"Death Strikes at Midnight and Three"
Story by Denny O'Neil
Art by Marshall Rogers
Batman must save a blind man who's about to turn state's evidence on mob boss Milo Lewes.
PE: Something we've not encountered in our tenure: a prose Batman short story. The story's okay, certainly not in the league with the tales found in Martin Greenberg's The Further Adventures of Batman (Bantam, 1989), a paperback released in the wake of Tim Burton's blockbuster, but it suffers from the same old "Batman goes after the mob" plot line and a talkative Dark Knight. It's saved by Marshall Rogers's marvelous spot illustrations and a killer climax. That back cover, incidentally, was one of the nails in the coffin for Rogers as far as his tenure on Detective Comics went. Promised a wrap-around cover assignment (and thus a good payday), Marshall was disappointed to find out, when the comic went to press, that editor Schwartz had opted for reprinting one of the interior illos on the back cover. Rogers got paid a "reprint fee": $7.50 for the illo, a check he never cashed. Very soon after, he jumped ship. This entire package, by the way, resembles one of those Marvel Fanfare-type titles, a book designed to exhaust any finished jobs on file. There's no sign of continuity with the regular Bat-titles (not that Julius Schwartz encouraged continuity--or reality, for that matter--in the titles he edited) and O'Neil's prose tale feels like an experiment waiting for a venue to be showcased in.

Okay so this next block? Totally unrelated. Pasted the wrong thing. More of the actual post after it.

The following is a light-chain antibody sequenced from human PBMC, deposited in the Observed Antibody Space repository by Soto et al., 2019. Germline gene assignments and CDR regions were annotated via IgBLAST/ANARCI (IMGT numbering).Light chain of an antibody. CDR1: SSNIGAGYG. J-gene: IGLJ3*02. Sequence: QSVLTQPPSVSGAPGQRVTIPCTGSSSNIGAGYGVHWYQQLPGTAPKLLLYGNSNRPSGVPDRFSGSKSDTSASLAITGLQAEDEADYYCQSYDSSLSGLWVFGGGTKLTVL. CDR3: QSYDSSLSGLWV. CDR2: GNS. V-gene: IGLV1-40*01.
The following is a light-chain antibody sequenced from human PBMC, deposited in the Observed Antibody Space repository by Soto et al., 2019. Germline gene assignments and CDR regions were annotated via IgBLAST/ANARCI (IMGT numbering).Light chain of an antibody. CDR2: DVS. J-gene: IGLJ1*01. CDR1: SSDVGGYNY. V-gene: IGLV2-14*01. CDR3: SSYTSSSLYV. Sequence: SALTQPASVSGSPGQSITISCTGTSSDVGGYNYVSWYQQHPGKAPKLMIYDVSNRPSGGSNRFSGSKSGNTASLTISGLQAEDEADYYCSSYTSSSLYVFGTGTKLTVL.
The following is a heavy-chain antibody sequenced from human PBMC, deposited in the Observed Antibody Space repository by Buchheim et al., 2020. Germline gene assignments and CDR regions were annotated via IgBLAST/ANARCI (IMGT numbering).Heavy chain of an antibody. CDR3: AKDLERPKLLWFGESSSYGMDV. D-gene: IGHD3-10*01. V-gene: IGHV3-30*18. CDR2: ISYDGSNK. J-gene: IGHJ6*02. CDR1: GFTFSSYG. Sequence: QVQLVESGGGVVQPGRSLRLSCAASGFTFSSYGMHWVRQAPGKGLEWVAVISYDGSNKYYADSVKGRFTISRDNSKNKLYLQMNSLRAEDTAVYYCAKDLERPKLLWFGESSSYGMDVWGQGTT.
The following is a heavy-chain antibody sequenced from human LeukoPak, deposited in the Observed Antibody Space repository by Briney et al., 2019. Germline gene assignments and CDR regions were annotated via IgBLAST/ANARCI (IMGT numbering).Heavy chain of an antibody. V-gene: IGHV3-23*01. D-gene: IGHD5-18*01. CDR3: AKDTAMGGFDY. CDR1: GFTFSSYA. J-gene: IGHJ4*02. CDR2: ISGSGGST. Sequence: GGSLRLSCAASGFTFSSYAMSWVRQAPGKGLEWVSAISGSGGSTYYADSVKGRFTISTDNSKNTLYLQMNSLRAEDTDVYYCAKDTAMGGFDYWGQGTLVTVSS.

Jack: I assume they needed some prose pages to meet the requirements of the mailing permit. The illustrations are fine but they never mesh with the story; they are more like impressions that sit alongside it. The whole thing doesn't work as a whole because the pictures don't enhance the words, and vice-versa. O'Neil's story is straight pulp fiction and overwritten but darker and grittier in tone than the usual Batman fare. I think this issue is really cool--68 pages with no ads, no letters page, no house ads, nothing but comics, comics comics!
|All-reprint with a cover by|
Berni Wrightson and Neal Adams!
|The contents of this treasury edition.|